3. Remember that you are going to die: Nobody wants to die, even people who want to go to heaven don’t want to die to get there. Death is the destination that we all share, nobody has ever escaped it. Death is very likely the very best invention of life, it clears out the old to make way for the new. Your time is limited, so don’t waste it living someone else’s life. Have the courage to follow your heart and intuition, as they somehow already know what you truly want to become.

“Stay hungry stay foolish.”

People vs. Machines: Technology and the Future of Work

This guest post is by a PhD student in philosophy from the Australian National University.

THE FUTURE presents a paradox: no one can predict it but we are told to plan for it anyway. It is a tricky problem for individuals wanting to make provision for their retirement and for the vicissitudes of their health and personal lives. It is a diabolical problem for institutions which must contend with the vagaries of politics, economics and now of a changing climate. So it is a bold man who thinks he can predict the future but a fool who makes no attempt.

Amid the swirling uncertainty of the future, one trend looks likely to persist: advances in technology. Commerce, entertainment, our social lives are moving online; personal communications and access to the Internet are available on handheld devices. Driverless cars are just around the corner – but they will never convey passengers to the shops and libraries which are moving to the web. Maps and databases are located in clouds; the specialist knowledge of renowned experts is just a Google away. We read from tablets and will soon manufacture goods with 3-D printers. Augmented reality may change the way we see the world (quite literally) and the line between virtual and reality may blur. The ‘e’ in e-commerce has become superfluous – and one doubts this development is nearing a plateau.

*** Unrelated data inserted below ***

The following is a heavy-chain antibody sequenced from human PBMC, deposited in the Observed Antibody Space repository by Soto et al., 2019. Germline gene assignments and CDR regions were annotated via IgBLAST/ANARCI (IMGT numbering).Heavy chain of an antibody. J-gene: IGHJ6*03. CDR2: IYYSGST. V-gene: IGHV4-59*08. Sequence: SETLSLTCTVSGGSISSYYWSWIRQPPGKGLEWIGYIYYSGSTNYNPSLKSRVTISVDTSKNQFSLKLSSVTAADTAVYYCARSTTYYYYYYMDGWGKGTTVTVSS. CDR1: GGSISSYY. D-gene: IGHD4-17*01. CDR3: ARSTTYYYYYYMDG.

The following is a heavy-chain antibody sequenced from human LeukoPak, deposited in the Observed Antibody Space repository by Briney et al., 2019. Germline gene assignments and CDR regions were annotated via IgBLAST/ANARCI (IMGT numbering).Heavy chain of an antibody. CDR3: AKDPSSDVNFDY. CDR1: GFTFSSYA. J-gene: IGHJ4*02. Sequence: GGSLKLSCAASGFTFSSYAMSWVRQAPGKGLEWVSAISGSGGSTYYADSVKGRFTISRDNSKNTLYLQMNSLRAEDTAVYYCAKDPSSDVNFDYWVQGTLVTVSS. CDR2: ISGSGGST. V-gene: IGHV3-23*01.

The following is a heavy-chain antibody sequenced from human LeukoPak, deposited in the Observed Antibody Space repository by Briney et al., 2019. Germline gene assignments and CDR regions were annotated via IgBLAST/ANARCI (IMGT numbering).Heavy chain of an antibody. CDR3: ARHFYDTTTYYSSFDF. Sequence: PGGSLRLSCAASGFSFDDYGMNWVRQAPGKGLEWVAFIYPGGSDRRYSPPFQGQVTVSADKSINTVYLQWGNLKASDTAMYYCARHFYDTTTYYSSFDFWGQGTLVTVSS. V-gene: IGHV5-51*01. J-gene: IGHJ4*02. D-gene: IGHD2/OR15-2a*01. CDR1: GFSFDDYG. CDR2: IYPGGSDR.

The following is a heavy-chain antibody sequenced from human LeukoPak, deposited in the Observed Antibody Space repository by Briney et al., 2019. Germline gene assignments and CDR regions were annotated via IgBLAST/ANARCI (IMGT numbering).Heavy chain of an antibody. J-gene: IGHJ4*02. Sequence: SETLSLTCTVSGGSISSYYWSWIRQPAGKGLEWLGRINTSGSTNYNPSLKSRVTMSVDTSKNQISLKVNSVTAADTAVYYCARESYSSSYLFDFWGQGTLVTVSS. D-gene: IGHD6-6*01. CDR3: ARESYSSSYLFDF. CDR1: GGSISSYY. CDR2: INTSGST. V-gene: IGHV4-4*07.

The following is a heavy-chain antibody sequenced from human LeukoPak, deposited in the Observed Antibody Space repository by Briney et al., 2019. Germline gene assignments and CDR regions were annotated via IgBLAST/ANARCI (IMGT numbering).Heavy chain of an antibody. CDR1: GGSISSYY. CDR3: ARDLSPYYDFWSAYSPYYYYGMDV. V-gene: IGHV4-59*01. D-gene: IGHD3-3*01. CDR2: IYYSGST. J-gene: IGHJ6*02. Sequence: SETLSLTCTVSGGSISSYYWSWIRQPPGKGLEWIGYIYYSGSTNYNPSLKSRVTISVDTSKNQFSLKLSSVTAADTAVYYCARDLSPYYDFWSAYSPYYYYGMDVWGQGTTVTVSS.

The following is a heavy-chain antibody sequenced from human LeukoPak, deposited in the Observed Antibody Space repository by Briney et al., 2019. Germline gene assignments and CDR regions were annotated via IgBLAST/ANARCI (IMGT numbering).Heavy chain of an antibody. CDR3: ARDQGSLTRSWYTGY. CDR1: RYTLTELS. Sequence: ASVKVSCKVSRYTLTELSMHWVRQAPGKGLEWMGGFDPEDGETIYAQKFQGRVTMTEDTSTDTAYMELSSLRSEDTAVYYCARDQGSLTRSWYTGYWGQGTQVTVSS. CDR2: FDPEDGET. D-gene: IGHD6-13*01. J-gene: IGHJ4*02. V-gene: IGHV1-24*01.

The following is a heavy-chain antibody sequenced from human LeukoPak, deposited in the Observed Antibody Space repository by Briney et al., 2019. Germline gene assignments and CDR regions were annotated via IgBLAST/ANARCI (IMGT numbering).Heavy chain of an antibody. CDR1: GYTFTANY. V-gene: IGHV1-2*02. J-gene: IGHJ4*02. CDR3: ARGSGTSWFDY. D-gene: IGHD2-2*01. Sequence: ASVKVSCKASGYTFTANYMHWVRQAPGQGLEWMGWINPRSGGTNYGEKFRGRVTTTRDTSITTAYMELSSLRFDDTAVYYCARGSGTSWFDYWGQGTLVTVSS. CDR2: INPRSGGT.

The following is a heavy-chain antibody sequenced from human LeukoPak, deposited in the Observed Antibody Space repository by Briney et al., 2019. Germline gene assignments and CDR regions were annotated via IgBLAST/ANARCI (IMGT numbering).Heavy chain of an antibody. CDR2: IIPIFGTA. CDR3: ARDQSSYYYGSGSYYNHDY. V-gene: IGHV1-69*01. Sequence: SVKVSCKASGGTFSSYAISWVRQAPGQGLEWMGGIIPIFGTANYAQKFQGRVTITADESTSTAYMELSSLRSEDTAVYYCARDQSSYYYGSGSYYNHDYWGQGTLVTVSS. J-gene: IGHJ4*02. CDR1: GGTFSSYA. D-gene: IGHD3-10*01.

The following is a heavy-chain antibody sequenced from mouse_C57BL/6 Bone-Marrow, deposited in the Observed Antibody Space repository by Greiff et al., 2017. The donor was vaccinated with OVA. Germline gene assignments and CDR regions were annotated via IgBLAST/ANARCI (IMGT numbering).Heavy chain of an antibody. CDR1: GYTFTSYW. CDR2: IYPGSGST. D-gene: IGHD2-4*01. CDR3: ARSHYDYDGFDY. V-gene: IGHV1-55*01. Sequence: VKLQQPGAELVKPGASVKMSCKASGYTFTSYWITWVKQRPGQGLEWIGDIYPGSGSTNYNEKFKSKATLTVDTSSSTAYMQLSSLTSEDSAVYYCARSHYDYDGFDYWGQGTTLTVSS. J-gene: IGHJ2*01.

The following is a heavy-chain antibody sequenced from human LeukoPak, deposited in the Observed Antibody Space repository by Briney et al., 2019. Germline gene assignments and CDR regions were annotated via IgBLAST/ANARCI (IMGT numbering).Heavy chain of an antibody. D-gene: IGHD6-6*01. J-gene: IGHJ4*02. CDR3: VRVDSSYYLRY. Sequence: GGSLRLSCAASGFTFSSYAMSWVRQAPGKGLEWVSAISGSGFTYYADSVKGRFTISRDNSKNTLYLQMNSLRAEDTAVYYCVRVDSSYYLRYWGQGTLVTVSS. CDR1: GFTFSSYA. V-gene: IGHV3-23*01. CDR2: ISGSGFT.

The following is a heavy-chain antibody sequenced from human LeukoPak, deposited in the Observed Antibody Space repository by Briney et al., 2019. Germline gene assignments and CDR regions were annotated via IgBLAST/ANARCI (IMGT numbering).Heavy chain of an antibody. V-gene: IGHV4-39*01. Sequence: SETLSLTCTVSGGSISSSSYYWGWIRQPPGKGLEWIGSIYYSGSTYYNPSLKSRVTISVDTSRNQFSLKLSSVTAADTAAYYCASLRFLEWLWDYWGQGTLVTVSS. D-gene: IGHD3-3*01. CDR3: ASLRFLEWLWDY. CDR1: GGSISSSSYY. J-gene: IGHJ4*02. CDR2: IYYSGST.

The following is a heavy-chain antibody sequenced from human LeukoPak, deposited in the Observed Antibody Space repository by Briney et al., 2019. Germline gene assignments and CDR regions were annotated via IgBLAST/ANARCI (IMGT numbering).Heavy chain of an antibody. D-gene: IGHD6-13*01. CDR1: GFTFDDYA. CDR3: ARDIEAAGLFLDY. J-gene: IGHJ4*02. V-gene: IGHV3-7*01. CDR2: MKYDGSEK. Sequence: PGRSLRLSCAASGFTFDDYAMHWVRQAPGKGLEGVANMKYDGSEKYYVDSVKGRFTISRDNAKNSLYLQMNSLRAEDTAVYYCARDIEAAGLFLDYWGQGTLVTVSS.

Perhaps surprisingly, advances in technology throughout history have not tended to reduce the amount of work which falls for humans to do. The wheel, the yoke, the sail, the engine, the achievements of the industrial revolution and of the first part of the technological revolution of our time – these have all eventually created more work rather than less. They have made burdensome and routine tasks trivial; they have made previously unattainable tasks routine. But this has always meant that yet loftier, previously unimagined goals were now within sight – could be reached with just a little more innovation and a little more labour. For there was always the promise of enhancing and extending. The wheel and the yoke together could make a wagon; the engine fixed upon the right type of wing would give us flight.

There is reason, however, to think the story might be different this time. Consider the activities which consume your day. The mundane tasks of household management are slowly but inevitably becoming the province of machines. Washing-machines, tumble-dryers and dishwashers are old-hat; autonomous vacuum cleaners and lawn-mowers and gutter sweepers already on the market point to the possibility of homes without chores. The administration of offices can already be delegated mostly to computers. Insofar as this opportunity has not been taken up, the deficit has surely been sociological rather than technological: a reluctance on the part of humans to abandon trusted methods in favour of untried ones. And we already have the communication systems necessary for remote education. An equilibrium between the opportunities this presents and the necessity for classroom learning will doubtless be reached sometime in the mid-term. There will be ever fewer reasons to leave our automated houses and apartments.